Charles Wesley visited Trewellard twice in 1746. He relates in his journal on August 7th, 'Before preaching, I read them the late Act against swearing; of which a hundred had been sent my brother by a Justice of the Peace. I thought his design best answered by reading it in our largest congregations. I rejoiced over this steady people. Near a hundred and fifty are gathered again, and knit together in the love of Jesus.'
His brother John went there on September 6th 1746, 'I rode to Trewellard, in the parish of St Just. I found no society in Cornwall so lively as this; yet a few of them I was obliged to reprove for negligence in meeting, which is always the forerunner of great evils.'
This was the last visit by either of the brothers; I can only think that the people of the area travelled to St Just or Morvah to hear them.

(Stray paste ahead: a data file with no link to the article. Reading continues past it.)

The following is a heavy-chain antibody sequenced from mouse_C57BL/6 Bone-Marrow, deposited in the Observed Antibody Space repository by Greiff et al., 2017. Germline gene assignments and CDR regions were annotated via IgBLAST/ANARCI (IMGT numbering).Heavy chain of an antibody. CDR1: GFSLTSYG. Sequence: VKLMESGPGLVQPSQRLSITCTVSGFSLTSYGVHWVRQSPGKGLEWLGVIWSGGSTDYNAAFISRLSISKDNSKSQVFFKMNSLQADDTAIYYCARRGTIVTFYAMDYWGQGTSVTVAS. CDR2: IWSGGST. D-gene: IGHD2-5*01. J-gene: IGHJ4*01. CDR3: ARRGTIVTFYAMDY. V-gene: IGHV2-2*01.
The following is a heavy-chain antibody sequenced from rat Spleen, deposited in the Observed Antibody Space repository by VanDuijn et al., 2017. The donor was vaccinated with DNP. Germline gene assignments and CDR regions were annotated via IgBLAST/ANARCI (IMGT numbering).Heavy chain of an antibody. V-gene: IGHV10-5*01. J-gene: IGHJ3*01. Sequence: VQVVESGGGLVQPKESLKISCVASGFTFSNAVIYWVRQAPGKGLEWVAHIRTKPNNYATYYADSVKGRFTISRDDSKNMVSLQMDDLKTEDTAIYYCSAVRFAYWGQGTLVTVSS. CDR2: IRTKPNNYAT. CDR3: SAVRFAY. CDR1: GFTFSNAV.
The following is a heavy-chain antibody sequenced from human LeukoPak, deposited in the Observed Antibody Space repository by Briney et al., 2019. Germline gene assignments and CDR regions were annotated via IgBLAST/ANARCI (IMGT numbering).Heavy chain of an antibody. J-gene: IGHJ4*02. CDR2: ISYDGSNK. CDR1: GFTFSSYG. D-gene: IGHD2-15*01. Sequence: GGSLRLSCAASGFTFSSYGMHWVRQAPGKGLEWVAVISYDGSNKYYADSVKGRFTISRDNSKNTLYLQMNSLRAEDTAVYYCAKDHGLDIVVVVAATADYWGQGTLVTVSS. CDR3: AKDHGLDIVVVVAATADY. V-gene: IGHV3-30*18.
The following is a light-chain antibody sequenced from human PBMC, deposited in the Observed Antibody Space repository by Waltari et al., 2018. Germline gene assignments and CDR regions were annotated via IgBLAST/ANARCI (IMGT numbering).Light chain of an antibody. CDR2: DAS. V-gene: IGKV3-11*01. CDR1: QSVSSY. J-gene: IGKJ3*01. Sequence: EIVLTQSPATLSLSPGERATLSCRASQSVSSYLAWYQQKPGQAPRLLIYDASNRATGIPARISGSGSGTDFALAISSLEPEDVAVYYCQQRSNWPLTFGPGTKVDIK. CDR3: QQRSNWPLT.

Revival came in 1832. The circuit minister records, 'On the following Tuesday, February 20th, at Trewellard, a place on the coast belonging to the St Just Society, hundreds of people stood in the open air, not being able to get into the chapel. Nearly forty persons were that night pricked in their hearts, and about ten found mercy. ' Like most other places nobody wanted to go home.
I do not know where the meetings were held.